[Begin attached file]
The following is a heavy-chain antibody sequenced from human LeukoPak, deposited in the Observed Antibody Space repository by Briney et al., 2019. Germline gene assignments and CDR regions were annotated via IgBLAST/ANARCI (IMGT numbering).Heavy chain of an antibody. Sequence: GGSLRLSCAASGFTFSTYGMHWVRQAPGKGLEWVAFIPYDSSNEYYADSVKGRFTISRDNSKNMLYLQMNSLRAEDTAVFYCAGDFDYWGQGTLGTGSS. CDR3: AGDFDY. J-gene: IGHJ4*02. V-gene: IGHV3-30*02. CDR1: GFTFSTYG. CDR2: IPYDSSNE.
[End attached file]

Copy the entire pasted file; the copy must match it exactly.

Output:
The following is a heavy-chain antibody sequenced from human LeukoPak, deposited in the Observed Antibody Space repository by Briney et al., 2019. Germline gene assignments and CDR regions were annotated via IgBLAST/ANARCI (IMGT numbering).Heavy chain of an antibody. Sequence: GGSLRLSCAASGFTFSTYGMHWVRQAPGKGLEWVAFIPYDSSNEYYADSVKGRFTISRDNSKNMLYLQMNSLRAEDTAVFYCAGDFDYWGQGTLGTGSS. CDR3: AGDFDY. J-gene: IGHJ4*02. V-gene: IGHV3-30*02. CDR1: GFTFSTYG. CDR2: IPYDSSNE.